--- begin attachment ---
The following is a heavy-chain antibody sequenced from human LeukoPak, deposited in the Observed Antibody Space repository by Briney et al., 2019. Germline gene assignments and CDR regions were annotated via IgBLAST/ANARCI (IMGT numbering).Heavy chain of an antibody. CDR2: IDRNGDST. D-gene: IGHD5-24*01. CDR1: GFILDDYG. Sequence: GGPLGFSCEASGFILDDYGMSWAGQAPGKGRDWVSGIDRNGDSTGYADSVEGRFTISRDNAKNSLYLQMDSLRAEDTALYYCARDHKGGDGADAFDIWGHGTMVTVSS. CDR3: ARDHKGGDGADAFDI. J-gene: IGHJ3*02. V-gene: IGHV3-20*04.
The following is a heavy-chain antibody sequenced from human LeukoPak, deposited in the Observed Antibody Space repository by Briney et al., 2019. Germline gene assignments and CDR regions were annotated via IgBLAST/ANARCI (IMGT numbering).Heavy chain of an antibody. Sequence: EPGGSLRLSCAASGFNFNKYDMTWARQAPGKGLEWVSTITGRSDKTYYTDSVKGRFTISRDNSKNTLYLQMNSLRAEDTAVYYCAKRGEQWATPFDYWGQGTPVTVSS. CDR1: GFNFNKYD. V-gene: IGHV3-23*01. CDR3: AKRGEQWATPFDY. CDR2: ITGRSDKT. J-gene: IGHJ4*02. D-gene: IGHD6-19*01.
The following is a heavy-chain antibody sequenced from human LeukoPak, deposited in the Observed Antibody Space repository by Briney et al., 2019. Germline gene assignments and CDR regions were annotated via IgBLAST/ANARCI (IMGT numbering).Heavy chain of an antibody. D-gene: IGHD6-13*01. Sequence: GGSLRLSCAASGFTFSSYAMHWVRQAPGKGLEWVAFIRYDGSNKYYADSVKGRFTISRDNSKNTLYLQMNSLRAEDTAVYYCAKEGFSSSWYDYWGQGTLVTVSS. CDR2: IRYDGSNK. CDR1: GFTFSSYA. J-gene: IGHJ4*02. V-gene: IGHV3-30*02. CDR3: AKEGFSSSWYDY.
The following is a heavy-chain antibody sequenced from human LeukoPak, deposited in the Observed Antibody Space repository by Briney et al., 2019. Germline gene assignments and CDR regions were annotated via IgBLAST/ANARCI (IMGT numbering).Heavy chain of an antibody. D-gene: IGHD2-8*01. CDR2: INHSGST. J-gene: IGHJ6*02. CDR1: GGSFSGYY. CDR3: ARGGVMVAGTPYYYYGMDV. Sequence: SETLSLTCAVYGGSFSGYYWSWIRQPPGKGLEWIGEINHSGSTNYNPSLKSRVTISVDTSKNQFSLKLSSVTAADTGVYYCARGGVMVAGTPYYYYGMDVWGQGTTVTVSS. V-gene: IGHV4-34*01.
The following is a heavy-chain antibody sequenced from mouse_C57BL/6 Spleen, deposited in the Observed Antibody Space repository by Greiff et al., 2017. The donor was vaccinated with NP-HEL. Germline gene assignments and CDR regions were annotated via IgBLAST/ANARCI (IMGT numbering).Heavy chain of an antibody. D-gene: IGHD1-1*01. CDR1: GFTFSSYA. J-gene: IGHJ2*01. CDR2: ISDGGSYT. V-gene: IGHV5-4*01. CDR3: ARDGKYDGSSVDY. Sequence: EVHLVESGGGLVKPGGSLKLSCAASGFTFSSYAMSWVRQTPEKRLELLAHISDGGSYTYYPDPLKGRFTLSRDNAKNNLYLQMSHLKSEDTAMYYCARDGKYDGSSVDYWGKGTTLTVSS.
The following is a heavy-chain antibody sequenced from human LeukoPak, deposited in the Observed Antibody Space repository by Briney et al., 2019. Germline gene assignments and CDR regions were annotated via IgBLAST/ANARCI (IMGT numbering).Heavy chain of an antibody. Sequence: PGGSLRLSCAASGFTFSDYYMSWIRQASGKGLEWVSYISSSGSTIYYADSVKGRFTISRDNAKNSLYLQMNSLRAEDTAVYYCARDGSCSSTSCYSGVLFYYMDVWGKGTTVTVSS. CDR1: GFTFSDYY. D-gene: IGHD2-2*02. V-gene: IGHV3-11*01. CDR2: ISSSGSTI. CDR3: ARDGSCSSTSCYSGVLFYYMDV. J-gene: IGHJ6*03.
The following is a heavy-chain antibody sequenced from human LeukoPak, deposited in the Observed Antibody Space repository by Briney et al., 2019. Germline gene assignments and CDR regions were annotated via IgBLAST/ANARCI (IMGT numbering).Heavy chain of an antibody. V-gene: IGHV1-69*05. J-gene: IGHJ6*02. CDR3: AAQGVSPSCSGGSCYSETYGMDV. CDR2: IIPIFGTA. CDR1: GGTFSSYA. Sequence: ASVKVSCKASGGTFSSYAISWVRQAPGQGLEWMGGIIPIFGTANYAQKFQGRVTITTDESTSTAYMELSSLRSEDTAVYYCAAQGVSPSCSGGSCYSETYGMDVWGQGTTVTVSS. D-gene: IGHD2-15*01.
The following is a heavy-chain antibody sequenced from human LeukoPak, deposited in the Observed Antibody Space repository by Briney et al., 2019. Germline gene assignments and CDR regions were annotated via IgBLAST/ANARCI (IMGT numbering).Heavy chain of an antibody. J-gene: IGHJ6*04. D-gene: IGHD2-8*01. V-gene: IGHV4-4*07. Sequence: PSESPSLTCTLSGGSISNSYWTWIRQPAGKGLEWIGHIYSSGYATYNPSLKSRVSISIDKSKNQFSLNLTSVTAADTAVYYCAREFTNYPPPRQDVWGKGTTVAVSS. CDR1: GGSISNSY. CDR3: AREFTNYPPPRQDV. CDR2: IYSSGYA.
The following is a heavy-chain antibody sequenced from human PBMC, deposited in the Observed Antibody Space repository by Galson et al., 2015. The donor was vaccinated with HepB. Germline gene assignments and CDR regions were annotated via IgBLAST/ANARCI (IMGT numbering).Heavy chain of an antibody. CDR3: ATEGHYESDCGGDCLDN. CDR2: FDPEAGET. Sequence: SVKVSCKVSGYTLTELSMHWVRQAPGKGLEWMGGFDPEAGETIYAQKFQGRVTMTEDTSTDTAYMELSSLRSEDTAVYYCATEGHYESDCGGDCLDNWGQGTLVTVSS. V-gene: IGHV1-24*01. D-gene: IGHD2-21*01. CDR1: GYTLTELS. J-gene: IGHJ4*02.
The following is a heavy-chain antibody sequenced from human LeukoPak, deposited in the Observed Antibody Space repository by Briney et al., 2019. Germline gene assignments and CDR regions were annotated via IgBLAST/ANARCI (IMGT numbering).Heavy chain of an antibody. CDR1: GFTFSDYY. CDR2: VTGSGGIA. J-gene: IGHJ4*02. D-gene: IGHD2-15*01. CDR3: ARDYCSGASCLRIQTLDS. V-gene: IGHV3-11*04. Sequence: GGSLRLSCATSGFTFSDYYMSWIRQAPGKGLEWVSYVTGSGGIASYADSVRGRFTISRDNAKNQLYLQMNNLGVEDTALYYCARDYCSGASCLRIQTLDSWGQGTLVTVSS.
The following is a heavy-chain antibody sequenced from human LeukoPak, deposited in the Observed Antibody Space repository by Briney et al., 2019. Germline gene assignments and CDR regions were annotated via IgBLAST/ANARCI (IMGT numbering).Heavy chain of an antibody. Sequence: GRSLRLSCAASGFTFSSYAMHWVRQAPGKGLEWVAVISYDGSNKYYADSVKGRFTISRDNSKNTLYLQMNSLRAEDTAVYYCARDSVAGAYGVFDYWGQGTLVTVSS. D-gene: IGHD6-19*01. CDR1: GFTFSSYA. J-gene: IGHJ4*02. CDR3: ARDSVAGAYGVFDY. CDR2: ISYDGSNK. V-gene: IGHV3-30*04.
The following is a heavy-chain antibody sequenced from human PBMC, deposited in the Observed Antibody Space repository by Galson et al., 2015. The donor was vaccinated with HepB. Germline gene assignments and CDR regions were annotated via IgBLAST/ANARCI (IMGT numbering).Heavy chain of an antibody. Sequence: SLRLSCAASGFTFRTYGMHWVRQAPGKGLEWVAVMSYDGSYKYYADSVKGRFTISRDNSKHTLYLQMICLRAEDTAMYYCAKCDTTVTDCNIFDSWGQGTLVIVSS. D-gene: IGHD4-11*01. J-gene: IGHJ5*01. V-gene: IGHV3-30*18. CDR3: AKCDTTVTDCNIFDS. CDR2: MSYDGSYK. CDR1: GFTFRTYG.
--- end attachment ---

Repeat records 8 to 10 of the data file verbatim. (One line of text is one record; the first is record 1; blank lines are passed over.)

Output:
The following is a heavy-chain antibody sequenced from human LeukoPak, deposited in the Observed Antibody Space repository by Briney et al., 2019. Germline gene assignments and CDR regions were annotated via IgBLAST/ANARCI (IMGT numbering).Heavy chain of an antibody. J-gene: IGHJ6*04. D-gene: IGHD2-8*01. V-gene: IGHV4-4*07. Sequence: PSESPSLTCTLSGGSISNSYWTWIRQPAGKGLEWIGHIYSSGYATYNPSLKSRVSISIDKSKNQFSLNLTSVTAADTAVYYCAREFTNYPPPRQDVWGKGTTVAVSS. CDR1: GGSISNSY. CDR3: AREFTNYPPPRQDV. CDR2: IYSSGYA.
The following is a heavy-chain antibody sequenced from human PBMC, deposited in the Observed Antibody Space repository by Galson et al., 2015. The donor was vaccinated with HepB. Germline gene assignments and CDR regions were annotated via IgBLAST/ANARCI (IMGT numbering).Heavy chain of an antibody. CDR3: ATEGHYESDCGGDCLDN. CDR2: FDPEAGET. Sequence: SVKVSCKVSGYTLTELSMHWVRQAPGKGLEWMGGFDPEAGETIYAQKFQGRVTMTEDTSTDTAYMELSSLRSEDTAVYYCATEGHYESDCGGDCLDNWGQGTLVTVSS. V-gene: IGHV1-24*01. D-gene: IGHD2-21*01. CDR1: GYTLTELS. J-gene: IGHJ4*02.
The following is a heavy-chain antibody sequenced from human LeukoPak, deposited in the Observed Antibody Space repository by Briney et al., 2019. Germline gene assignments and CDR regions were annotated via IgBLAST/ANARCI (IMGT numbering).Heavy chain of an antibody. CDR1: GFTFSDYY. CDR2: VTGSGGIA. J-gene: IGHJ4*02. D-gene: IGHD2-15*01. CDR3: ARDYCSGASCLRIQTLDS. V-gene: IGHV3-11*04. Sequence: GGSLRLSCATSGFTFSDYYMSWIRQAPGKGLEWVSYVTGSGGIASYADSVRGRFTISRDNAKNQLYLQMNNLGVEDTALYYCARDYCSGASCLRIQTLDSWGQGTLVTVSS.